How to contact us

Taiwan Research Programme
London School of Economics and Political Science
Houghton Street
London, WC2A 2AE


Professor Stephan Feuchtwang

Dr Fang-Long Shih




Professor Stephan Feuchtwang
Department of Anthropology and Taiwan Research Programme, London School of Economics

Professor Feuchtwang launched the London Taiwan Seminar in 2000, serving as Chair. In 2003 the Seminar became the Taiwan Research Programme, affiliated with the LSE Asia Research Centre. Following the disestablishment of the Asia Research Centre in March 2016, the Taiwan Research Programme is currently an independent website at the LSE, and Professor Feuchtwang continues to act as Co-Director. Professor Feuchtwang is an emeritus professor in the LSE Anthropology Department, and has served as the President of the British Association for Chinese Studies (2000–2004). In 2002 and again in 2008 he was a member of the international peer review panel evaluating the research of the Institute of Ethnology, Academia Sinica, Taiwan. He has been engaged in research on popular religion and politics in mainland China and Taiwan since 1966, resulting in a number of publications on charisma, place, temples and festivals, and civil society. He is the author of Popular Religion in China: the Imperial metaphor (Curzon, 2001), co-author of Grassroots Charisma: four local leaders in China (with Wang Mingming, Routledge, 2001), editor of Making Place: state projects, globalisation and local responses in China (UCL, 2004), author of The Anthropology of Religion, Charisma and Ghosts: Chinese lessons for adequate theory (De Gruyter 2010), and After the Event: the transmission of grievous loss in Germany, China and Taiwan (Berghahn, 2011).


Dr Fang-long Shih
Taiwan Research Programme

London School of Economics

Dr Shih served as Convenor of the London Taiwan Seminar (2000–2003), and of the LSE Taiwan Research Programme (2003–2009). She has also been a Research Fellow at the LSE Asia Research Centre (2003–2015), and she launched the continuing seminar series Taiwan in Comparative Perspective in 2006. She has been the Co-Director of the LSE Taiwan Research Programme since 2009 (until 2014, and again from 2016). In 2007 she established a journal Taiwan in Comparative Perspective, serving as editor. This was the first journal of its kind. She also serves on the Board of Directors of the American Association for Chinese Studies (2016–2018), and previously on the Committees of the North American Taiwan Studies Association (2013–2015), and of the European Association for Taiwan Studies (2006–2007). Dr Shih specialises in the anthropology of Chinese religions with a focus on the issues of the family, gender, nationalism and civil society. Her publications include Gazetteer of Local Religion in I-Lan County (2003), Re-Writing Culture in Taiwan (co-editor, 2009), ‘Generation of a new space: a Maiden Temple in the Chinese religious culture of Taiwan’ (2007), ‘Generating power in Taiwan: nuclear, political and religious power’ (2012), and ‘Taiwanisation under god Nazha: the geopolitics of religious performance in 21th Century Taiwan’ (2015). She contributed chapters on ‘Women, religions, and feminisms’ for the New Blackwell Companion to the Sociology of Religion (2010), and on ‘Reading gender and religion in East Asia: family formations and cultural transformations’ for the Routledge Handbook of Religions in Asia (2014). Dr Shih is interested in using Taiwan as a point of comparison to build dialogues with the places or countries with similar social-scientific issues; she co-edited Special Issues on Taiwan and Ireland in Comparative Perspective (2012) and Taiwan and Hong Kong in Comparative Perspective (2014).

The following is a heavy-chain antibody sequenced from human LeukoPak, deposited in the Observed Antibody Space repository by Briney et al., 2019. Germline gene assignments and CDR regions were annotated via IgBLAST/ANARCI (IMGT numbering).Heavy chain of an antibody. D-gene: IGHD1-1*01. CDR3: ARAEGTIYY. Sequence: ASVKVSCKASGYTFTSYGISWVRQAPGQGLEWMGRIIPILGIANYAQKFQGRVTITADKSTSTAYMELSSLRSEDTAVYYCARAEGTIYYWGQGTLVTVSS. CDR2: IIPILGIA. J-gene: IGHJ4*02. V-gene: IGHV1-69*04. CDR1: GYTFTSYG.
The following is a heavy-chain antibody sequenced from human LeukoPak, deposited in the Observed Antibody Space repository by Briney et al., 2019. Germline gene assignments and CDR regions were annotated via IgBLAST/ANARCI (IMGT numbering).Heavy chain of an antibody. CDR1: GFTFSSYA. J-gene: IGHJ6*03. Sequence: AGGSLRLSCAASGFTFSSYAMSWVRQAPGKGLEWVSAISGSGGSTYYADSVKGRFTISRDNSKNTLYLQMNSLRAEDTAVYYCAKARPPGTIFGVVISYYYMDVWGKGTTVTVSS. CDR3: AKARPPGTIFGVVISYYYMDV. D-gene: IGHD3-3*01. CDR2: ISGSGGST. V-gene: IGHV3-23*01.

Advisory Committee Members 

Chris Berry

Professor Chris Berry
Film and Television Studies, Department of Media and Communication, Goldsmiths College 

Professor Berry's research is focused on Chinese cinemas and other Chinese screen-based media, with a particular interest in gender, sexuality, and the postcolonial politics of time and space. His publications include (with Mary Farquhar) Cinema and the National: China on screen (Columbia University Press and Hong Kong University Press, 2006); Postsocialist Cinema in Post-Mao China: the Cultural Revolution after the Cultural Revolution (Routledge, 2004); (edited with Feii Lu) Island on the Edge: Taiwan New Cinema and after (Hong Kong University Press, 2005); (editor) Chinese Films in Focus: 25 new takes (British Film Institute, 2003); (edited with Fran Martin and Audrey Yue) Mobile Cultures: new media and queer Asia (Duke University Press, 2003); and (translator and editor) Ni Zhen, Memoirs from the Beijing Film Academy: the origins of China's fifth generation filmmakers (Duke University Press, 2002).